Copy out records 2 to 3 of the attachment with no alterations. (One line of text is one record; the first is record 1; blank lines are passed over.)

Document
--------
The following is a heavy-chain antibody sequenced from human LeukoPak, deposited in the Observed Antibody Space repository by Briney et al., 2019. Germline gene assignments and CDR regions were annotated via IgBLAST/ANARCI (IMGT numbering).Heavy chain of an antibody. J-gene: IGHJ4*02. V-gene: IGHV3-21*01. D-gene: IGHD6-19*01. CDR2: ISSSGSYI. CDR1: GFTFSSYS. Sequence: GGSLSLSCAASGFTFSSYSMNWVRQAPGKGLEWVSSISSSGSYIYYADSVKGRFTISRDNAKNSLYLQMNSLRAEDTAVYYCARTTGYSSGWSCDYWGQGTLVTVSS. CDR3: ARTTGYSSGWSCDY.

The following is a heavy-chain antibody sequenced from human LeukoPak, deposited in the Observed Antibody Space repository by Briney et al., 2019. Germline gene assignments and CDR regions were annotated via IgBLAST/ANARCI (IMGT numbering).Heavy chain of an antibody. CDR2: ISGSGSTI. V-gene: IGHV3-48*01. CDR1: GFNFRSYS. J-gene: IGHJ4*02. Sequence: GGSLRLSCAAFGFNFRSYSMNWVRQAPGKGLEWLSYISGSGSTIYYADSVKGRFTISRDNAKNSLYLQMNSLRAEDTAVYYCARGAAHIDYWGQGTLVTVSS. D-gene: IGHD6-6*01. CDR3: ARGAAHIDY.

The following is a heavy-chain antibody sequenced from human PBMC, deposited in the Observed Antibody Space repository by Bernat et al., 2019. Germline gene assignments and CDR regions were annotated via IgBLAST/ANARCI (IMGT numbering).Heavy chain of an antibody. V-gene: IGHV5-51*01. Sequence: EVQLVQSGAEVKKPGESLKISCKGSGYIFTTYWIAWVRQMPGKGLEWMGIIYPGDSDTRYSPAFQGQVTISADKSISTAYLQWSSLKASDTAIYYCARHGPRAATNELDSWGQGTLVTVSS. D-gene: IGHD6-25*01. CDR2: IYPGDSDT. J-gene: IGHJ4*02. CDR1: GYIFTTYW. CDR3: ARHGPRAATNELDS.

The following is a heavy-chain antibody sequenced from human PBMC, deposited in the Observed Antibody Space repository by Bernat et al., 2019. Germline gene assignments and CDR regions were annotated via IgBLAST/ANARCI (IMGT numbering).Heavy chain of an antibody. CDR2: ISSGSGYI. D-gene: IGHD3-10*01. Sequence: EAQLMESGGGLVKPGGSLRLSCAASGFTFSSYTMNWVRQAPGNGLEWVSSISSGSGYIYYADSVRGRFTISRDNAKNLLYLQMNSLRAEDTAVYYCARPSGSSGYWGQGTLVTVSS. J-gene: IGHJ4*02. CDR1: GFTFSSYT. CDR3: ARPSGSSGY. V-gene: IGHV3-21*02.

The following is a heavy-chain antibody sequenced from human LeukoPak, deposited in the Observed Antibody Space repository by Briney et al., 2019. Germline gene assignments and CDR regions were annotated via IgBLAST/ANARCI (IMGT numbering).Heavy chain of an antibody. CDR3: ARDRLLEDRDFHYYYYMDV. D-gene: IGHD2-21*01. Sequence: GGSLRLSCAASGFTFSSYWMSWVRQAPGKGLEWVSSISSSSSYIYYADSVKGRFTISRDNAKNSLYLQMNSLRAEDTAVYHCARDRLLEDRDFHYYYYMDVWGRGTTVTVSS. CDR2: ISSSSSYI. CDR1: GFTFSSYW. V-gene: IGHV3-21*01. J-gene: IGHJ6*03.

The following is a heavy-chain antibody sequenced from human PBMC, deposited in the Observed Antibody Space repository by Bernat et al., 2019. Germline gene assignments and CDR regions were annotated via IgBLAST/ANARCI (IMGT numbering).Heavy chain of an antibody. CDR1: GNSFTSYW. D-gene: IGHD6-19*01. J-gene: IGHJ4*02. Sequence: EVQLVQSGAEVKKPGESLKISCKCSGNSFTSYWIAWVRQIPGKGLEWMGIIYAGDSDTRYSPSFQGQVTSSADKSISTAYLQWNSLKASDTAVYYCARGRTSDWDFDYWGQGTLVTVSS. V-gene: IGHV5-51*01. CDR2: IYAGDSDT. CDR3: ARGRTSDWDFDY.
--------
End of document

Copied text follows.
The following is a heavy-chain antibody sequenced from human LeukoPak, deposited in the Observed Antibody Space repository by Briney et al., 2019. Germline gene assignments and CDR regions were annotated via IgBLAST/ANARCI (IMGT numbering).Heavy chain of an antibody. CDR2: ISGSGSTI. V-gene: IGHV3-48*01. CDR1: GFNFRSYS. J-gene: IGHJ4*02. Sequence: GGSLRLSCAAFGFNFRSYSMNWVRQAPGKGLEWLSYISGSGSTIYYADSVKGRFTISRDNAKNSLYLQMNSLRAEDTAVYYCARGAAHIDYWGQGTLVTVSS. D-gene: IGHD6-6*01. CDR3: ARGAAHIDY.

The following is a heavy-chain antibody sequenced from human PBMC, deposited in the Observed Antibody Space repository by Bernat et al., 2019. Germline gene assignments and CDR regions were annotated via IgBLAST/ANARCI (IMGT numbering).Heavy chain of an antibody. V-gene: IGHV5-51*01. Sequence: EVQLVQSGAEVKKPGESLKISCKGSGYIFTTYWIAWVRQMPGKGLEWMGIIYPGDSDTRYSPAFQGQVTISADKSISTAYLQWSSLKASDTAIYYCARHGPRAATNELDSWGQGTLVTVSS. D-gene: IGHD6-25*01. CDR2: IYPGDSDT. J-gene: IGHJ4*02. CDR1: GYIFTTYW. CDR3: ARHGPRAATNELDS.